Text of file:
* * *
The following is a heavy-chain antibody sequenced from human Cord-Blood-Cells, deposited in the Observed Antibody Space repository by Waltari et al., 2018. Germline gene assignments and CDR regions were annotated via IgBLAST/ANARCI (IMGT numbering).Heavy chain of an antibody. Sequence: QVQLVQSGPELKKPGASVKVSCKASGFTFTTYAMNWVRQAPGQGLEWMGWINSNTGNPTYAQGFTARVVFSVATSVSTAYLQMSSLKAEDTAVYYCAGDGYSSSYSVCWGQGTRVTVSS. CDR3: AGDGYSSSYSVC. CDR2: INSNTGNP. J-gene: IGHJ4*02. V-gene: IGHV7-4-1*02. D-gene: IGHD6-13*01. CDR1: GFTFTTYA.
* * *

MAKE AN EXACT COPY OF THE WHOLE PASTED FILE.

The following is a heavy-chain antibody sequenced from human Cord-Blood-Cells, deposited in the Observed Antibody Space repository by Waltari et al., 2018. Germline gene assignments and CDR regions were annotated via IgBLAST/ANARCI (IMGT numbering).Heavy chain of an antibody. Sequence: QVQLVQSGPELKKPGASVKVSCKASGFTFTTYAMNWVRQAPGQGLEWMGWINSNTGNPTYAQGFTARVVFSVATSVSTAYLQMSSLKAEDTAVYYCAGDGYSSSYSVCWGQGTRVTVSS. CDR3: AGDGYSSSYSVC. CDR2: INSNTGNP. J-gene: IGHJ4*02. V-gene: IGHV7-4-1*02. D-gene: IGHD6-13*01. CDR1: GFTFTTYA.